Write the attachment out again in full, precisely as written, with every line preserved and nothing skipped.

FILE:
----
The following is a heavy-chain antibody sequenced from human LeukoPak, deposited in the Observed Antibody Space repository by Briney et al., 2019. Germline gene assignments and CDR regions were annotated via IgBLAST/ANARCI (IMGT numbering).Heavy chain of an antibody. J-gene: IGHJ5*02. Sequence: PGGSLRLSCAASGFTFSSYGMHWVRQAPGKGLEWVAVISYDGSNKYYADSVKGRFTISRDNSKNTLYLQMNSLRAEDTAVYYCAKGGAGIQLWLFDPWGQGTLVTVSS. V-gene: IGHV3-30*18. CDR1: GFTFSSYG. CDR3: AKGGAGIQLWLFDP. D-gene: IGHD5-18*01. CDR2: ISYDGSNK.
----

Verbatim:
The following is a heavy-chain antibody sequenced from human LeukoPak, deposited in the Observed Antibody Space repository by Briney et al., 2019. Germline gene assignments and CDR regions were annotated via IgBLAST/ANARCI (IMGT numbering).Heavy chain of an antibody. J-gene: IGHJ5*02. Sequence: PGGSLRLSCAASGFTFSSYGMHWVRQAPGKGLEWVAVISYDGSNKYYADSVKGRFTISRDNSKNTLYLQMNSLRAEDTAVYYCAKGGAGIQLWLFDPWGQGTLVTVSS. V-gene: IGHV3-30*18. CDR1: GFTFSSYG. CDR3: AKGGAGIQLWLFDP. D-gene: IGHD5-18*01. CDR2: ISYDGSNK.